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Nvidia’s RTX 3080 features a total board power rating of 320 watts, while the 6800 XT is a slightly more conservative at 300 watts. When comparing the AMD reference model with Nvidia’s Founders Edition we’re seeing a 40 watt reduction in total system usage going in AMD’s favor. The 6800 XT remains a power hungry GPU, but it appears to be more power efficient than previous AMD GPUs.

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Using Nvidia’s PCAT we see that the 6800 XT consumes around 9% less power than the RTX 3080 which depending on the resolution will give it a similar performance-per-watt rating. It’s also interesting to note that while the 6800 XT consumed 19% more power than the 5700 XT, it was often well over 50% faster, so an impressive improvement there for power efficiency.

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Here we see that in terms of performance per watt the 6800 XT is just over a 50% more efficient than the 5700 XT, and a slight improvement over the RTX 3080. As we found with Ampere GPUs, despite being very power hungry, the performance is strong enough that they come out looking very good in terms of performance per watt.

Another area where AMD has improved massively is with their reference design, something we’ve basically been begging them to sort out for… about a decade now.

Unlike previous dustbuster designs, the Radeon RX 6800 XT reference card runs cool and quiet. After an hour in Shadow of the Tomb Raider at 4K, the card peaked at just 75C with a fan speed of 1600 RPM. That’s seriously good performance that sees AMD set the bar very high for their partners, but given the card isn’t 3090-Founders-Edition-massive, we feel like they should all be able to rise to the occasion.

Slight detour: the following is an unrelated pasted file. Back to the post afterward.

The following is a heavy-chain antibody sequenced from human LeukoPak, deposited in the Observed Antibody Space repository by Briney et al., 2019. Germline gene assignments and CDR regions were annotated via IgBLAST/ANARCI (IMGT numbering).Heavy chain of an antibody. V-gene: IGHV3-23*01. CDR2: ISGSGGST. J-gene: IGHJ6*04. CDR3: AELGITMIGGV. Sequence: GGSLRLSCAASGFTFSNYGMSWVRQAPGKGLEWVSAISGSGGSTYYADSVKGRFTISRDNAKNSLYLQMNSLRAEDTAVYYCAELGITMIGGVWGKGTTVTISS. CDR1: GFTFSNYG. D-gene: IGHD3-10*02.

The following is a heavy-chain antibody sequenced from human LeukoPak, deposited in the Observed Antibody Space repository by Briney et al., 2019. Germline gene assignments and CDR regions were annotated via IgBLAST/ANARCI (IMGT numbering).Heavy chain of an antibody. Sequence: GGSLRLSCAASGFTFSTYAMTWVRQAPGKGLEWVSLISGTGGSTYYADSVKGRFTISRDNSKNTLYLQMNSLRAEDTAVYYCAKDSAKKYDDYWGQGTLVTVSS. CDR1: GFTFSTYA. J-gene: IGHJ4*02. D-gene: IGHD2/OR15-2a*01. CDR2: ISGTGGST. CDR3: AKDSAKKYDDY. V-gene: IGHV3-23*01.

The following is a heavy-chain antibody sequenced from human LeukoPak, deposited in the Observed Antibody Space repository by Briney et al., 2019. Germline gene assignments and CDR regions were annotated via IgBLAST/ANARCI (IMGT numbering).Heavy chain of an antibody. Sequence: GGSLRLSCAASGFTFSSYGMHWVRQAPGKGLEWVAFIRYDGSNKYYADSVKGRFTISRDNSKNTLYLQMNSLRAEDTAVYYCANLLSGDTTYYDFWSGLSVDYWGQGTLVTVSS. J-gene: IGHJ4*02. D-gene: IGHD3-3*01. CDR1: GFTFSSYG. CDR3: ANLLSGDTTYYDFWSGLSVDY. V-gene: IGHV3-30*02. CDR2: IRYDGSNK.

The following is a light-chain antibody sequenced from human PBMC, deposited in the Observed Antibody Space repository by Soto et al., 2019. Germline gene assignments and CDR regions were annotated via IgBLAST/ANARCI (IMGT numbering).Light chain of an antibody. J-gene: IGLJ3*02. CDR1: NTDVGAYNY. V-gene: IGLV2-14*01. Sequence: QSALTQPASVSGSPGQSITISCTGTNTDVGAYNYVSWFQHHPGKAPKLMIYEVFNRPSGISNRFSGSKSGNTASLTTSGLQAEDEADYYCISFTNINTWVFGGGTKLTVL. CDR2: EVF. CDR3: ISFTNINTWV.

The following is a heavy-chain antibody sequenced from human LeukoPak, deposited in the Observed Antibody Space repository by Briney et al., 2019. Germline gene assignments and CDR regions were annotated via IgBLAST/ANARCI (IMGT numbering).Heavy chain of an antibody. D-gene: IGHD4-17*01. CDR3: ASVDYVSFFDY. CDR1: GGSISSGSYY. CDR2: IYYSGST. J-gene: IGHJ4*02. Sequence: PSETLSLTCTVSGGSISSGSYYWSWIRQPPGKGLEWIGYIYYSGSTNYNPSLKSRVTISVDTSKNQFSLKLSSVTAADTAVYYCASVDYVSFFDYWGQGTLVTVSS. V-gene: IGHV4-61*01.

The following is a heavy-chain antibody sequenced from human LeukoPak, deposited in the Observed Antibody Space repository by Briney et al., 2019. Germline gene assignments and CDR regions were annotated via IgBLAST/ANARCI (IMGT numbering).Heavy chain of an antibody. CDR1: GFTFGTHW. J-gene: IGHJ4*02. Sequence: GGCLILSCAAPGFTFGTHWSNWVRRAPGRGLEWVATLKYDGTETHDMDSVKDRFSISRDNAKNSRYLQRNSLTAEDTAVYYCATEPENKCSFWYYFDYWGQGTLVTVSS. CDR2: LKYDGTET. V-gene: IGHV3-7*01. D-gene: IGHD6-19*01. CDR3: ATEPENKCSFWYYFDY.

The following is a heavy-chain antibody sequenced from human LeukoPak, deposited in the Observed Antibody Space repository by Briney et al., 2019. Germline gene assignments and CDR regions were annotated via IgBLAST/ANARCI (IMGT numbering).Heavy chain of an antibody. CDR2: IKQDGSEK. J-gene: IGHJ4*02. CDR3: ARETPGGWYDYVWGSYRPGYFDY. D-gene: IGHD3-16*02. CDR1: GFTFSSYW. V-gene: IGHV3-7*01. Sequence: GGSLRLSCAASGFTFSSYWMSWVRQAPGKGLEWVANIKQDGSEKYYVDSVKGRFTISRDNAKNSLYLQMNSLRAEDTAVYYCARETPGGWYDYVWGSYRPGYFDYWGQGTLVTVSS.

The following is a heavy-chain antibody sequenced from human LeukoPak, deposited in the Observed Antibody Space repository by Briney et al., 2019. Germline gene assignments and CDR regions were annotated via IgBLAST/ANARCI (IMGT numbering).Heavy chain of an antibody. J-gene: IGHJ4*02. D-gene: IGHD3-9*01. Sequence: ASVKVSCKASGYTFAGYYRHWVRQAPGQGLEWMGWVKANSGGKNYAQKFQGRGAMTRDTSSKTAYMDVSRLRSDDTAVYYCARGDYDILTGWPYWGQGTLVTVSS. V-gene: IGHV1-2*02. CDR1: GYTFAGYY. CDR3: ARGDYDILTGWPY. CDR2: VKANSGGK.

We’ll discuss overclocking briefly. By default, this 6800 XT reference card operates at 2200 MHz in Shadow of the Tomb Raider after an hour. With the frequency increased to 2500 MHz in the Wattman software, the clock speed in-game was increased to 2365 MHz on average, so a 7.5% increase which generally netted us about a 5% fps boost in games. That’s pretty uneventful and hopefully AIB models have higher power limits for more OC headroom.

What We Learned

The Radeon RX 6800 XT delivers excellent performance. Just two months ago, the RTX 3080 completely blew us away with its performance, and we weren’t overly confident AMD could pull this one off. But for the first time in a long time, the latest Radeons are able to catch up to newly released high-end GeForce GPUs. As it’s often the case, depending on the game and even the quality settings used, the RX 6800 XT and RTX 3080 trade blows, so it’s impossible to pick an absolute winner, they’re both so evenly matched.